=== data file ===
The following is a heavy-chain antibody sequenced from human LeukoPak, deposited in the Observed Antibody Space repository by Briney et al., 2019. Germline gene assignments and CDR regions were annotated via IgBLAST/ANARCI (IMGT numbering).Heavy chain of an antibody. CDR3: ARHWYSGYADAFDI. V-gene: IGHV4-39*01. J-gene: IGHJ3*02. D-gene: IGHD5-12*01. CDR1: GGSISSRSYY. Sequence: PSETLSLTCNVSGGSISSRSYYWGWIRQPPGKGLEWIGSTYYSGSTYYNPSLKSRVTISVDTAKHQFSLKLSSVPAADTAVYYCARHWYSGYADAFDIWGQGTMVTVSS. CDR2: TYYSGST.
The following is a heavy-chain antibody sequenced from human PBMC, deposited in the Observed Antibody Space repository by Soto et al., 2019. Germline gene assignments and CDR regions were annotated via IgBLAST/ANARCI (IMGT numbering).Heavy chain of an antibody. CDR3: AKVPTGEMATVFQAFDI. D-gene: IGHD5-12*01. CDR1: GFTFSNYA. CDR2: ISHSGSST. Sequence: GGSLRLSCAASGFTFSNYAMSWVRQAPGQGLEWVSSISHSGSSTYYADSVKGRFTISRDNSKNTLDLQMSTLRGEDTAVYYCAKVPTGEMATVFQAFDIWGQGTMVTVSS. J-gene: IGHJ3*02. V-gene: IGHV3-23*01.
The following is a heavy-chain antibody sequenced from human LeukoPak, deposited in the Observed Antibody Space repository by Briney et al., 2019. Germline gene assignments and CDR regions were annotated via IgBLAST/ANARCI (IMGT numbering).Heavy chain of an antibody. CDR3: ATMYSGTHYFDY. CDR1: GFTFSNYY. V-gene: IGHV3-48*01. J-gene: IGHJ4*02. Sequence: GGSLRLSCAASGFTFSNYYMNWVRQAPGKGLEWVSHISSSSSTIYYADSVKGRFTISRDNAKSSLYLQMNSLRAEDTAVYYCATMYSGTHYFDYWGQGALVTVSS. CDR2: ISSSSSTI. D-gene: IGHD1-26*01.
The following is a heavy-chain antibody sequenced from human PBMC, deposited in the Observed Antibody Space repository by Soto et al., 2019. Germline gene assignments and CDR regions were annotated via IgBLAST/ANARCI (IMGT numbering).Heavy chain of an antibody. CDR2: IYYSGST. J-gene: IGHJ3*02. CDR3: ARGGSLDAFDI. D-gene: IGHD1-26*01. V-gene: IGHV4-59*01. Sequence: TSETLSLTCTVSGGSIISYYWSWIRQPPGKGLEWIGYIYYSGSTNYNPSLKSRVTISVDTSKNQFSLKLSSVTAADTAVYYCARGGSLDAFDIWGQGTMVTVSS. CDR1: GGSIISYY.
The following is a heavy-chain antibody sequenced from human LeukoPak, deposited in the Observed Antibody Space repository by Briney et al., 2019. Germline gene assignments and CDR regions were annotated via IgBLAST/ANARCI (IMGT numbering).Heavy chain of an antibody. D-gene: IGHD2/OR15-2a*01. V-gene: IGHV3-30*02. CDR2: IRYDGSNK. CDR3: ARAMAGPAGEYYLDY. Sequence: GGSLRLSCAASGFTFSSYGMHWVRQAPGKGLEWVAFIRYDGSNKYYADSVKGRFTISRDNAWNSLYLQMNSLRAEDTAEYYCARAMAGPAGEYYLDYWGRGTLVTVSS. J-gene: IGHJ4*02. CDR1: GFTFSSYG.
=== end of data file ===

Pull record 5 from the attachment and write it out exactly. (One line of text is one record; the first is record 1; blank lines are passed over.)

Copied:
The following is a heavy-chain antibody sequenced from human LeukoPak, deposited in the Observed Antibody Space repository by Briney et al., 2019. Germline gene assignments and CDR regions were annotated via IgBLAST/ANARCI (IMGT numbering).Heavy chain of an antibody. D-gene: IGHD2/OR15-2a*01. V-gene: IGHV3-30*02. CDR2: IRYDGSNK. CDR3: ARAMAGPAGEYYLDY. Sequence: GGSLRLSCAASGFTFSSYGMHWVRQAPGKGLEWVAFIRYDGSNKYYADSVKGRFTISRDNAWNSLYLQMNSLRAEDTAEYYCARAMAGPAGEYYLDYWGRGTLVTVSS. J-gene: IGHJ4*02. CDR1: GFTFSSYG.